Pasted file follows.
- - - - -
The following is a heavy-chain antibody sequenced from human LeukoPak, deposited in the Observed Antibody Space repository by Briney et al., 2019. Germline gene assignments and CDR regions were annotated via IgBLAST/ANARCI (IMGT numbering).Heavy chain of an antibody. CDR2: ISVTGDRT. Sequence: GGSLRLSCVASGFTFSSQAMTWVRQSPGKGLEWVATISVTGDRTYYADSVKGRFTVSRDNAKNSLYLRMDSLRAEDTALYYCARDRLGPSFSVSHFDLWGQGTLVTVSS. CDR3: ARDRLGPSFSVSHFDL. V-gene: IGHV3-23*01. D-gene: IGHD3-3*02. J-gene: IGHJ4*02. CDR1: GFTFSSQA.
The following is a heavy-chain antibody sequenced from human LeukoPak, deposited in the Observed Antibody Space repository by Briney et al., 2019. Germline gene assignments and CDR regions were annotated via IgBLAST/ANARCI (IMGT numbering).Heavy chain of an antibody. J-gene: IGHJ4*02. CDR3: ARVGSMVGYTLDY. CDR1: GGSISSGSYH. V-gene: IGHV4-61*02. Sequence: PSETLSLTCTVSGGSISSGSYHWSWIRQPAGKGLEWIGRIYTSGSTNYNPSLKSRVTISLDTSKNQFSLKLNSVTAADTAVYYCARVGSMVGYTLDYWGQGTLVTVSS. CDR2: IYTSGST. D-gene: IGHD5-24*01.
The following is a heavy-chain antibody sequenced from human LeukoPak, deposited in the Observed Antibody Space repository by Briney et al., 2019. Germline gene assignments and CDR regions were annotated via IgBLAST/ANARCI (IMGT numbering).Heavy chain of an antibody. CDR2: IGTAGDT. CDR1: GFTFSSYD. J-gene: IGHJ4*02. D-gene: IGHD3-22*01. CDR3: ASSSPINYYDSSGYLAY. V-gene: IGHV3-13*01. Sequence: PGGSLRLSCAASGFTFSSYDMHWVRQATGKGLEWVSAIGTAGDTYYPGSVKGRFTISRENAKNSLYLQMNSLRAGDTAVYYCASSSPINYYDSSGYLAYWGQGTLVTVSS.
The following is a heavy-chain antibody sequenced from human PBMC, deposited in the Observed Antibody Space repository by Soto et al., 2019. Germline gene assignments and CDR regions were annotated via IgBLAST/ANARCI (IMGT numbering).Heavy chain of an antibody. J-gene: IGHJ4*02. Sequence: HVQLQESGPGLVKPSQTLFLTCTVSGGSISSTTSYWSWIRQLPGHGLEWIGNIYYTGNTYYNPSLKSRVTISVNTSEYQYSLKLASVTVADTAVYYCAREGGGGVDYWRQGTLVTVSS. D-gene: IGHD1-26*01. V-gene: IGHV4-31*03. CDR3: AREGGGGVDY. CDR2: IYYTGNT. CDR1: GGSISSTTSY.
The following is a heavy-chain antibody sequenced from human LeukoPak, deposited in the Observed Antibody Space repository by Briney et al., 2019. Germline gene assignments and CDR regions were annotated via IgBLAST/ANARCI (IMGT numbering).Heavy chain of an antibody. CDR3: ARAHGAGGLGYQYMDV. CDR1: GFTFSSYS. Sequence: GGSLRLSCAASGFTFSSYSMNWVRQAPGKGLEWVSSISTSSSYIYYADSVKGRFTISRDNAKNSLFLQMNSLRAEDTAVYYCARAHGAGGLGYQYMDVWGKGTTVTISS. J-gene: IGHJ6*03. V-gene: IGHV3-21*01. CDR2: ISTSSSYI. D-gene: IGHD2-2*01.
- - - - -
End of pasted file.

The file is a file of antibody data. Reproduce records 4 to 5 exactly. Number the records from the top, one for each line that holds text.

The following is a heavy-chain antibody sequenced from human PBMC, deposited in the Observed Antibody Space repository by Soto et al., 2019. Germline gene assignments and CDR regions were annotated via IgBLAST/ANARCI (IMGT numbering).Heavy chain of an antibody. J-gene: IGHJ4*02. Sequence: HVQLQESGPGLVKPSQTLFLTCTVSGGSISSTTSYWSWIRQLPGHGLEWIGNIYYTGNTYYNPSLKSRVTISVNTSEYQYSLKLASVTVADTAVYYCAREGGGGVDYWRQGTLVTVSS. D-gene: IGHD1-26*01. V-gene: IGHV4-31*03. CDR3: AREGGGGVDY. CDR2: IYYTGNT. CDR1: GGSISSTTSY.
The following is a heavy-chain antibody sequenced from human LeukoPak, deposited in the Observed Antibody Space repository by Briney et al., 2019. Germline gene assignments and CDR regions were annotated via IgBLAST/ANARCI (IMGT numbering).Heavy chain of an antibody. CDR3: ARAHGAGGLGYQYMDV. CDR1: GFTFSSYS. Sequence: GGSLRLSCAASGFTFSSYSMNWVRQAPGKGLEWVSSISTSSSYIYYADSVKGRFTISRDNAKNSLFLQMNSLRAEDTAVYYCARAHGAGGLGYQYMDVWGKGTTVTISS. J-gene: IGHJ6*03. V-gene: IGHV3-21*01. CDR2: ISTSSSYI. D-gene: IGHD2-2*01.